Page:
Joanna Borowiec, a graduate of the European Academy of Photography in Warsaw, diploma thesis in the Creative and Expressive Photography Workshop, Dr Izabela Jaroszewska. Member of the Association of Polish Art Photographers (ZPAF). Scholarship holder of the Ministry of Culture and National Heritage 2020.
Photography Workshop. Enthusiast of medium- and large-format analogue photography. Uses historic photographic processes like ambrotype – wet collodion technique, cyanotype e.c.t. The main topic of her photos is humanistic photography, human.
Winner International Photography Awards IPA 2021- category Deeper Perspective Photographer of the Year. She was also awarded the third place in Photographer of the Year category of the Black& White Spider Awards competition. Prize-winner of the Portfolio Black + White Photography UK, the Portfolio Black & White for Collectors Of Fine Photography Canada, the Portfolio 2012 Shot Magazine USA. Her works and interviews with her were published in many magazines, i.a. the Black+ White Photography UK (the cover), the Shot Magazine USA, the Black and White Magazine Canada and in national magazines. Her photographs can be found in public and private collections at home and abroad, i.a. in Switzerland, Spain, Italy, Sweden, USA e.c.t. She has participated in individual and collective exhibitions at home and abroad, i.a. in Poland, Germany, Spain, Singapore, Canada, USA e.c.t.
Many of my cyanotypes are created by layering a combination of objects and film imagery with carefully timed light exposures for a depth of blue/indigo colors. Inspired by nature and how we interact with it,
I arrange natural objects such as leaves, flowers and vines with human made objects or images of objects. I choose to work with cyanotypes "live", in sunlight for the spontaneity of arranging the objects and often have a general idea of what I want to do allowing for of-the-minute additions and subtractions of objects and timing of exposures. I sometimes add acryl paint, or colored pencil to a washed and dried print. Cyanotype is a contact print process using treated, UV light sensitive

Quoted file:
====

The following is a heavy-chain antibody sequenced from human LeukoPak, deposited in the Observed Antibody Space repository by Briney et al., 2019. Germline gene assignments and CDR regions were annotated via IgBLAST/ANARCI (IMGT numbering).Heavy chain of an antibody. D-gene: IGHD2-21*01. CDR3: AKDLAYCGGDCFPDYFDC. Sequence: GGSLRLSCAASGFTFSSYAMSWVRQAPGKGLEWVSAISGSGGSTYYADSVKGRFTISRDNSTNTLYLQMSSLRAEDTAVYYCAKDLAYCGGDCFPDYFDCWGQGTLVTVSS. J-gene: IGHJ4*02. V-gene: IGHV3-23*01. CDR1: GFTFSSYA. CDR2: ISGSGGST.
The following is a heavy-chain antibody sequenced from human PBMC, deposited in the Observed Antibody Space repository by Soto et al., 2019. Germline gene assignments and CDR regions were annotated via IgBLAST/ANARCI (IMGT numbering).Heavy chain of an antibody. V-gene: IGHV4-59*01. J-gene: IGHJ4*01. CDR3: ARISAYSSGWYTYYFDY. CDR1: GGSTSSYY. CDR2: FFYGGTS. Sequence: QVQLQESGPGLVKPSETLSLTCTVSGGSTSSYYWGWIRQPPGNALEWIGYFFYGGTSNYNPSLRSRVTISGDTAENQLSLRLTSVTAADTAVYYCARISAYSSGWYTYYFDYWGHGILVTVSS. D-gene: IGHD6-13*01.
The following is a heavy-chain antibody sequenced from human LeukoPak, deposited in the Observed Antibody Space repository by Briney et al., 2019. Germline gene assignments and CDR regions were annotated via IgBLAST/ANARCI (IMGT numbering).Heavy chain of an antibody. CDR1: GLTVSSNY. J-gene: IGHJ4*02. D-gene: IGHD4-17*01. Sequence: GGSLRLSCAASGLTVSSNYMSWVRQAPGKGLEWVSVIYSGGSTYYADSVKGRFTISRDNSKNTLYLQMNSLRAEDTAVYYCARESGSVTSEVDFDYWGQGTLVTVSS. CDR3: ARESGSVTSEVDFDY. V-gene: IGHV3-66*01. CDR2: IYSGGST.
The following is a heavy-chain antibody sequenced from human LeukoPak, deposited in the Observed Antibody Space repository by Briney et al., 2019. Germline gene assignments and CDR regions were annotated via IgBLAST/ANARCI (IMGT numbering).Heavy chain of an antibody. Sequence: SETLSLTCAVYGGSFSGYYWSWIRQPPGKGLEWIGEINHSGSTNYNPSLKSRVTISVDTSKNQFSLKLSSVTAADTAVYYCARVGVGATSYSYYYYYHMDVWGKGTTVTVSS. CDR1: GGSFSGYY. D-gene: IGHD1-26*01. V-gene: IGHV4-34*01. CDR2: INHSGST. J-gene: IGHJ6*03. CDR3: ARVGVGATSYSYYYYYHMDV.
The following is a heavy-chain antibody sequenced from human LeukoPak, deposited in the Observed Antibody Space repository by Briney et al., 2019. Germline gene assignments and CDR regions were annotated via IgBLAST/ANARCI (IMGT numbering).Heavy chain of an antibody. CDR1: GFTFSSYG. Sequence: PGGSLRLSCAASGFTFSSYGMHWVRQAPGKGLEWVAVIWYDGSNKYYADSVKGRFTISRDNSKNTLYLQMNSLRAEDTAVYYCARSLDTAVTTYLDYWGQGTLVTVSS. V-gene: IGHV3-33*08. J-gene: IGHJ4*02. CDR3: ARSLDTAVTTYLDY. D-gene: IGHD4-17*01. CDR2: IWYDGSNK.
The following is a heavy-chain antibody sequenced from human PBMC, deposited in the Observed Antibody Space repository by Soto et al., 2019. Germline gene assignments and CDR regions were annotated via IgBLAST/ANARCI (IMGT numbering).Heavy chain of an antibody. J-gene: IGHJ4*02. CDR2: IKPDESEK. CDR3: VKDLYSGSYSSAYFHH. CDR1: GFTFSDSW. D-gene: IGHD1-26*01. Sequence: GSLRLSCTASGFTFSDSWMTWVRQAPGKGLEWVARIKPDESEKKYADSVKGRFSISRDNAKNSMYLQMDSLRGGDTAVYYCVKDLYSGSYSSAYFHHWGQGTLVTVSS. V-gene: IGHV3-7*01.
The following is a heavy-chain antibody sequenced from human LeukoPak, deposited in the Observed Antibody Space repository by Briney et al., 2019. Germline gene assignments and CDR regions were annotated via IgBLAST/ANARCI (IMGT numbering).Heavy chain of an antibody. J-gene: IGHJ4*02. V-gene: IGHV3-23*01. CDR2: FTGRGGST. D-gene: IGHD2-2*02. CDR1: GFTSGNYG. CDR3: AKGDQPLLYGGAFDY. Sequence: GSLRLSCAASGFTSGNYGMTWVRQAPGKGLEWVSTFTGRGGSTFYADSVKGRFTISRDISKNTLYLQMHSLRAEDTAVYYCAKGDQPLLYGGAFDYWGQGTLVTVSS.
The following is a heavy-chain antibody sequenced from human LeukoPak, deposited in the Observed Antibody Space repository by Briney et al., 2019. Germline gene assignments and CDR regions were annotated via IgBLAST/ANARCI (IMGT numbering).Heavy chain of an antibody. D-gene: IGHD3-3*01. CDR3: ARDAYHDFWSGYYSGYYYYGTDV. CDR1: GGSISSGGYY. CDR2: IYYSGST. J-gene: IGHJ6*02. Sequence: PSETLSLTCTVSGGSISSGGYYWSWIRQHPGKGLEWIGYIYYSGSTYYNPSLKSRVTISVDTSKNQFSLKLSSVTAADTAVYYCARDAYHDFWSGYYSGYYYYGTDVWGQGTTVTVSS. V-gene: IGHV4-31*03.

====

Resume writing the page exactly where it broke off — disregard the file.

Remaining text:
paper. It results in a Prussian blue final print. Also known as photogram, sun print. The English scientist and astronomer Sir John Herschel discovered this procedure in 1842. (...)
Due to the coating and printing process Cyanotypes are always non reproducible unique items in itself.
It is a story about pain, love and longing. The photos were taken after the death of my father. He passed away suddenly in his sleep.
I could not understand what happened, to come to terms with the loss.
I looked for him everywhere and imagined he was asleep and dreaming. As a result, I have contact with him in the dream world he is with me.
Works depict dreams, motifs, shards of memories which probably appear in everyone's dreams. Dreams - eternal companions of human life - encourage us to analyse our own experiences and understand our fate. They enable us to bring to surface deeply hidden secrets and go beyond the earthly matters.
These records are born out of imagination and perishable ephemeral memory. They are not meant to be unambiguous; they should leave the door open for free interpretation and free reading to enable everyone to supplement them with their own story.
"The eyes and faces all turned themselves towards me, and guiding myself by them, as by a magical thread, I stepped into the room" Sylvia Plath
Glass Faces present unique, enchanting, climatic and hypnotising portraits. Bewitching with natural beauty and somewhat unreal, mysterious, silent and oozing various emotions. Faces of friends and people we have just met. Ambrotypes - positive images created on a sheet of glass using the 19th century wet collodion process - are the vital element of the project.
The ambrotype is inimitable. You may try to reproduce it, but a piece created on black glass remains unique.
Ambrotype - Ambrotos means immortal...
I was born in a camp
The story of Jan Chmiel, who was born in the Waltrop forced labor camp - a city in western Germany. According to a record issued by a German official, he was born in 1944. , according to information provided by the mother in 1942.
Of the 143 children captured in the Waltrop camp, three survived, including Jan.